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How to convince your boss

Leaders can be classified according to their decision making styles. Knowing the decision making style of your boss, helps you to use the best tactic, when you want to convince your manager about an idea, says Doctor Jarosław Kulbat, social psychologist from SWPS University in Wrocław.

The issue of influencing leaders touches upon a very delicate point, related to having power. Usually, power is associated with a possibility of influencing people rather than succumbing to persuasion of others, especially subordinates. Therefore, choosing an appropriate tactic of influencing your manager requires an excellent judgement, because choosing a wrong method may be disastrous. After a research survey, which included over 1,500 managers from various industries, such as automotive, sales and advanced technologies, Gary Williams and Robert Miller proposed an interesting approach to choosing tactics of social influence, in organizations. Study participants were asked to describe how they make decisions at work. Based on these descriptions, Williams and Miller developed five main personality types and decision making styles.

I think therefore I question

The hardest to convince are managers, who can be classified as Thinkers. 11 percent of managers from the Williams’ and Miller’s research group belonged to this category. Thinkers are open to new ideas, but only when these ideas are well justified, because thinkers are risk avers. They take a while to make a decision, because they want to base it on the largest possible amount of data. They carefully analyze all arguments. They are mostly impressed by arguments based by empirical facts. However, they are skeptical about the provided information. In practice, the coworkers or subordinates of Thinkers sometimes have an unpleasant feeling that they are being interrogated.

If you want to convince a Thinker, you must be prepared to discuss at least several ideas based on examples or empirical facts. The strength of your arguments should justify the choice of one of the proposed ideas. Limiting the number of proposals to one could be perceived by a Thinker as a signal that you have not analyzed all possible options.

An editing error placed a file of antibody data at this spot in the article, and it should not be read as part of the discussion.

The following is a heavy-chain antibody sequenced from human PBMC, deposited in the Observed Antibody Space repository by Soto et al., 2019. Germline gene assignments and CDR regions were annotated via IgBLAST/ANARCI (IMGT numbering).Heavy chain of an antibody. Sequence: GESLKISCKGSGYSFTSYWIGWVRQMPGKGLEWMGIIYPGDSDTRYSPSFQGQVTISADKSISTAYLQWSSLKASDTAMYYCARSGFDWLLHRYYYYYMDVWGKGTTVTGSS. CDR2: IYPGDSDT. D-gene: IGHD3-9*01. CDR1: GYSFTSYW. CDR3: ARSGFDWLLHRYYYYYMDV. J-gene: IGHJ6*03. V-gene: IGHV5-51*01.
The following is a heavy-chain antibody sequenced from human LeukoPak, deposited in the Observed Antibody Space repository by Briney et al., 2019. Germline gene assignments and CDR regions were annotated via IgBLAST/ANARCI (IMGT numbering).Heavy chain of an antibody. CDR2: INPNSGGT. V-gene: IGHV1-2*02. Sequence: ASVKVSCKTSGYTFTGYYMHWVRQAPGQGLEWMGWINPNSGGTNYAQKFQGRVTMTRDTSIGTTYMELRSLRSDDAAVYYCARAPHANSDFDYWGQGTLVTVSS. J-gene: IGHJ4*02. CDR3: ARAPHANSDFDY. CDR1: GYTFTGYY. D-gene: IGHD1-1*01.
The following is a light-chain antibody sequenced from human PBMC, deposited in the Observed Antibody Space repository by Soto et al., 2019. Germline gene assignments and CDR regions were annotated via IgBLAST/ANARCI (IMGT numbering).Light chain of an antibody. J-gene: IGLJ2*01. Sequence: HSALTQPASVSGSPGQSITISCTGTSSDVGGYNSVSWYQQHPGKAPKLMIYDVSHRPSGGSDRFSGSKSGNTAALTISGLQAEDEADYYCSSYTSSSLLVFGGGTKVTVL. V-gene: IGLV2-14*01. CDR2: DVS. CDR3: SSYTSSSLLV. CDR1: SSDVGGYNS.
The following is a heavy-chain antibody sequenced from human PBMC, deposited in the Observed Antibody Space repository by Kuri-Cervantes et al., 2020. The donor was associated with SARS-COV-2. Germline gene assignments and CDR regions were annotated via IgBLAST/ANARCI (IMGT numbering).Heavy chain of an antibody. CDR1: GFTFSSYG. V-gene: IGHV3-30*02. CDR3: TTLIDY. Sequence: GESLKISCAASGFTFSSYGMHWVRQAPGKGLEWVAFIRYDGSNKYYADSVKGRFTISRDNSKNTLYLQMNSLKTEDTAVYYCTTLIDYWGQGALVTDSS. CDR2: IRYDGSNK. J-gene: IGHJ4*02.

Psychological research on effective persuasion indicates that the key condition to successful influencing is aligning the form and the content of the message with the preferences, capabilities and motivations of the addressee.

I choose what I know

The largest group of managers (36 percent) participating in Williams’ and Miller’s study represent a Follower decision making style. They make decisions based on choices that they, or people that they respect, made in the past. Followers try to avoid risk. They are prudent and responsible. They prefer tried and true methods and recommendations as well as a proof of success. They want to feel that they are making the right decision. They derive this assurance from knowing that others made similar decisions in comparable situations. Occasionally, Followers welcome a new idea enthusiastically and with open arms. However, you should not mistake it for approval. They will quickly lose interest, if your justification does not include examples that the proposed solution was used by others in the past. Such arguments are most convincing for them and they tie a lot of weight to this type of information. This means that Followers are not particularly innovative. Maintaining what they have achieved so far is more important for them.

To convince a Follower, you must indicate when and where the proposed idea was implemented.

A “wow” factor is required

Approximately, every fourth manager in Williams’ and Miller’s study could be classified as a Charismatic. Charismtics are easily wowed by new ideas, because they like out-of-the-box solutions, but when the initial enthusiasm wares off, they become disinterested rather quickly. Charismatic managers often focus on the overall vision and they seem to ignore details or risks related to the proposed idea. The vision alone is not enough for Charismatic managers. They make final decision based on data analysis. To convince them, you must excite them with your idea and then direct their attention towards the expected results. The Charismatics react best to direct and simple arguments that are fortified by convincing examples of benefits that could be gained thanks to the proposed project.